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The Immortal Life of Henrietta Lacks
by Rebecca Skloot

Language

English

Pages

393

Publication Date

January 28, 2010

Product Description
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<b>#1 <i>NEW YORK TIMES </i>BESTSELLER • “The story of modern medicine and bioethics—and, indeed, race relations—is refracted beautifully, and movingly.”—<i>Entertainment Weekly</i></b><br /><br /><b>NOW A MAJOR MOTION PICTURE FROM HBO® STARRING OPRAH WINFREY AND ROSE BYRNE • ONE OF THE “MOST INFLUENTIAL” (CNN), “DEFINING” (<i>LITHUB</i>), AND “BEST” (<i>THE PHILADELPHIA INQUIRER</i>) BOOKS OF THE DECADE • WINNER OF THE <i>CHICAGO TRIBUNE </i>HEARTLAND PRIZE FOR NONFICTION </b><br /><br /><b>NAMED ONE OF THE BEST BOOKS OF THE YEAR BY <i>The New York Times Book Review </i>• <i>Entertainment Weekly </i>• <i>O: The Oprah Magazine </i>• NPR • <i>Financial Times </i>• <i>New York </i>• <i>Independent </i>(U.K.) • <i>Times </i>(U.K.) • <i>Publishers Weekly </i>• <i>Library Journal </i>• <i>Kirkus Reviews </i>• <i>Booklist </i>• <i>Globe and Mail</i></b><br /><br />Her name was Henrietta Lacks, but scientists know her as HeLa. She was a poor Southern tobacco farmer who worked the same land as her slave ancestors, yet her cells—taken without her knowledge—became one of the most important tools in medicine: The first “immortal” human cells grown in culture, which are still alive today, though she has been dead for more than sixty years. HeLa cells were vital for developing the polio vaccine; uncovered secrets of cancer, viruses, and the atom bomb’s effects; helped lead to important advances like in vitro fertilization, cloning, and gene mapping; and have been bought and sold by the billions. <br /><br />Yet Henrietta Lacks remains virtually unknown, buried in an unmarked grave.<br /><br />Henrietta’s family did not learn of her “immortality” until more than twenty years after her death, when scientists investigating HeLa began using her husband and children in research without informed consent. And though the cells had launched a multimillion-dollar industry that sells human biological materials, her family never saw any of the profits. As Rebecca Skloot so brilliantly shows, the story of the Lacks family—past and present—is inextricably connected to the dark history of experimentation on African Americans, the birth of bioethics, and the legal battles over whether we control the stuff we are made of. <br /><br />Over the decade it took to uncover this story, Rebecca became enmeshed in the lives of the Lacks family—especially Henrietta’s daughter Deborah. Deborah was consumed with questions: Had scientists cloned her mother? Had they killed her to harvest her cells? And if her mother was so important to medicine, why couldn’t her children afford health insurance? <br /><br />Intimate in feeling, astonishing in scope, and impossible to put down, <i>The Immortal Life of Henrietta Lacks</i> captures the beauty and drama of scientific discovery, as well as its human consequences.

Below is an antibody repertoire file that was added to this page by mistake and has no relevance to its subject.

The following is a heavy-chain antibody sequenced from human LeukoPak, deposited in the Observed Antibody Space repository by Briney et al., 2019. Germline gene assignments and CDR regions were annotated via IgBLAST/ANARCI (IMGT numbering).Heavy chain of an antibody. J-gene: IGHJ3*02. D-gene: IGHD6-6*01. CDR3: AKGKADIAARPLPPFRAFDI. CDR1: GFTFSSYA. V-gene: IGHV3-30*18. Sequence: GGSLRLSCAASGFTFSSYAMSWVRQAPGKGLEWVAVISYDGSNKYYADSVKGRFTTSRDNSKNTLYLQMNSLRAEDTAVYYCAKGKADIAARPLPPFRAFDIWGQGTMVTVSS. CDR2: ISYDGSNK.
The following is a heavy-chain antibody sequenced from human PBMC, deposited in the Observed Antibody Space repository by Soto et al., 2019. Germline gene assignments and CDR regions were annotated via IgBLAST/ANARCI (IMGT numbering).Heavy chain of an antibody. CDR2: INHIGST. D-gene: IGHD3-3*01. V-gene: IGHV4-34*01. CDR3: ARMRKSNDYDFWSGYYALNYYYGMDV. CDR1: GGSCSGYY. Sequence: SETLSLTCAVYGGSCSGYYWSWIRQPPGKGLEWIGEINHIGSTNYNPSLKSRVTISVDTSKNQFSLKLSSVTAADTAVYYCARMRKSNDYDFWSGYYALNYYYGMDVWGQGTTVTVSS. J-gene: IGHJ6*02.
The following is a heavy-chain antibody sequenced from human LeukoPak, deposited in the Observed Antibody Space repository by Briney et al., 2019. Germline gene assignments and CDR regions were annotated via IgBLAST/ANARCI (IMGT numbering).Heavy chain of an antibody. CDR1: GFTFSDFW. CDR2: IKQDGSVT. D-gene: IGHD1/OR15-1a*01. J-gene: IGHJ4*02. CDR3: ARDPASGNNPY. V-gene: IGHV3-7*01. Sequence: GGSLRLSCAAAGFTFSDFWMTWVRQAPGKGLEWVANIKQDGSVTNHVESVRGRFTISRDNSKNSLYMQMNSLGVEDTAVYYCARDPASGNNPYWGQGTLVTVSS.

The Angel and the Assassin: The Tiny Brain Cell That Changed the ...
by Donna Jackson Nakazawa

Language

English

Pages

320

Publication Date

January 21, 2020

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Customer Reviews